She is the star of the Twilight films who won her first major awards nomination aged just eight. But Dakota Fanning says that being a very young actress had its drawbacks.
“When I was younger people would ask me strange questions that, looking back, were not appropriate to ask a child,” she tells RadioTimes.com.
“Journalists would ask me: ‘oh you must not really have any friends, how do you make friends?’ Well that’s a horrible question to ask a little kid, it’s terrible.
“Of course I had friends. It’s such a weird thing to ask anyone. But I have never allowed that negativity to get to me. I only focus on what the people closest to me feel. You can’t try and please a world of people.”
Fanning has indeed come a long way since her breakthrough part as the daughter of Sean Penn’s character in the 2001 custody saga I Am Sam (and it was for this that she won her first awards nomination, for a Screen Actors’ Guild prize). Now aged 20, she has 55 acting credits to her name, with roles in more than 30 feature films, the best known of which is probably the part of Volturi Guard Jane in the Twilight movies.
We were talking ahead of Friday’s release of her latest film project – the Emma Thompson-scripted movie Effie Gray, in which Fanning plays the titular heroine: a young ingénue who finds herself betrothed to the great art critic John Ruskin (played by Thompson’s husband, Greg Wise) who turns out to be a cold and cruel man. He cannot even bear to touch his young spouse.
But returning to our opening theme, how has Fanning managed to pull off such a slate of films at such a young age – and still retain her enthusiasm and work rate? Her extensive list of successes includes the part of nine-year-old Pita Ramos in Man on Fire (2004), the 2005 film War of the Worlds (where, as Tom Cruise’s daughter, she played another child of a Hollywood icon); and let’s not forget the 2006 film Charlotte’s Web where she was a terribly cute Fern Arable desperate to save the little pig Wilbur from the butcher’s knife.
So how did she avoid the supposedly traditional child star trajectory of early success followed by rebellion and then a diminished output?
“I guess partly because I have never thought of myself as a child star,” she replies. “For some reason whenever people say that [phrase] it seems very negative to me. I don’t know why. I also think it kind of diminishes younger actors. I think that no matter what age you are, you are an actor. So I have always thought of myself like that. I never thought that there was an option not to continue being an actor. I love making movies.
“I think that that is the trajectory they want to happen to young actors and that’s kind of mean.”
Is it about envy?
“Maybe. I don’t know, I don’t know the reason. I think sadly in general people want to see other people fail rather than do well and I don’t understand that.
“There are lots of reasons for it. I always get questions like it’s so hard to believe that I could possibly still be an actor and still enjoy what I do. It’s not actually that hard to believe for me.”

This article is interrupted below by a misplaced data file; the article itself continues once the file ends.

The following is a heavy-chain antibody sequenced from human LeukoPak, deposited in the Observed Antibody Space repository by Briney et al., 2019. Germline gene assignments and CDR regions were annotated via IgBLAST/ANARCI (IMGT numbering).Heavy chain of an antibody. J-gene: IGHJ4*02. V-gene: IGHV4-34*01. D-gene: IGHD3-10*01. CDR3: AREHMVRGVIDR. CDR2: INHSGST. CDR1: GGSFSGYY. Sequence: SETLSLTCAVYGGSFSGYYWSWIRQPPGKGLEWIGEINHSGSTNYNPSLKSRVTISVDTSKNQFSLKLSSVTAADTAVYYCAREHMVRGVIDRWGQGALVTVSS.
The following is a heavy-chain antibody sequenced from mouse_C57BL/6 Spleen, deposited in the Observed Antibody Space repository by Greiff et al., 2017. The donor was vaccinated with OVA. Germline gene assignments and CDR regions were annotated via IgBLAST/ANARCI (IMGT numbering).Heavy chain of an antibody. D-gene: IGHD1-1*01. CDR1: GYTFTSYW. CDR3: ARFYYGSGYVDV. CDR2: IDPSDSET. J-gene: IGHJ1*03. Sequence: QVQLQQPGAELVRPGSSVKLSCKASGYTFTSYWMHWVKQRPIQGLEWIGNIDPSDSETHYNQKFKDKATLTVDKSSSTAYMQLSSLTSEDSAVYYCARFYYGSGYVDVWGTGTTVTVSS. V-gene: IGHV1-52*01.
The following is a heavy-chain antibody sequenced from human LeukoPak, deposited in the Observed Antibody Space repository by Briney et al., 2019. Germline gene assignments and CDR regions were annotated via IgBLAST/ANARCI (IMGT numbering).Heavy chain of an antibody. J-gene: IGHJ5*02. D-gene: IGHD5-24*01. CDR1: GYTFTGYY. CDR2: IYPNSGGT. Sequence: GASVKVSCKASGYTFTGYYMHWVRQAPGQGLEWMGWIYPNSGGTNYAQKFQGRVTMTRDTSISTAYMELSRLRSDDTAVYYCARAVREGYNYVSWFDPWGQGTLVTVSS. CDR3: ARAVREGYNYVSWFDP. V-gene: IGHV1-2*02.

Her passion for acting withstands even the toughest roles. In Effie Gray she was required to wear a series of tight corsets and – on those days when they were filming in remote Scotland in the wind and rain – endure the awful British weather.
Surely this must have dimmed her passion for acting just a smidge?
“On days when you are tired and hungry and have to stand in a lake in Scotland, you realise it isn’t always glamorous,” she laughs.
“It was so cold, I had even more layers on, I could barely move. I even had long johns. It isn’t the accepted idea of fun but if you are having fun and feeling good about what you are doing you know you are in the right place. If it starts to feel miserable you probably should do something else. I do it for the work, I truly do.”
The terrible British climate has not deterred her from wanting to come back and film in the UK, when and if the time permits, although she has no definite plans. At the moment she is taking some time off, pursuing her university degree in film studies; (she laughs when I suggest that she could teach her tutors a thing or to about the practical side of making movies with her track record, but she insists she still has a lot to learn).
She will also be hanging out with friends, including her Twilight co-stars Kristen Stewart and Robert Pattinson. But don’t call him “R Patz” as I did.
“He is a friend but I don’t call him that! I think it’s kind of rude!,” she laughs. Does he not like it? “I have never asked but when I do hear it for some reason it’s kind of weird to me”.
After her brief rest, there will be more acting roles (though she won’t say what) and, if she gets her way, a directing gig sometime in the near future.
“All movies are so different and all the characters that you play are so different,” she rounds off. “But there is always something that you haven’t done yet. There are so many stories in the world that, hard to believe, have yet to be told.
“I am at an age when people are just starting their [professional] lives and I have been lucky to have had a lot of experience up to this point. But I am also lucky to just begin again.”
Effie Gray is released in cinemas nationwide on Friday 10th October
Ben has worked as a professional journalist specialising in TV and the arts for nearly twenty years. After a two year stint on local newspapers in the mid 1990s, he spent more than 5 years as the broadcast reporter at the Stage newspaper. Following that he enjoyed staff reporting positions at the Sunday Mirror and the Sunday Times breaking stories and writing features before settling as a full time freelance writing for an array of newspapers and magazines - but mainly for the Guardian, Evening Standard, Broadcast, Independent and the New Statesman where he wrote a column.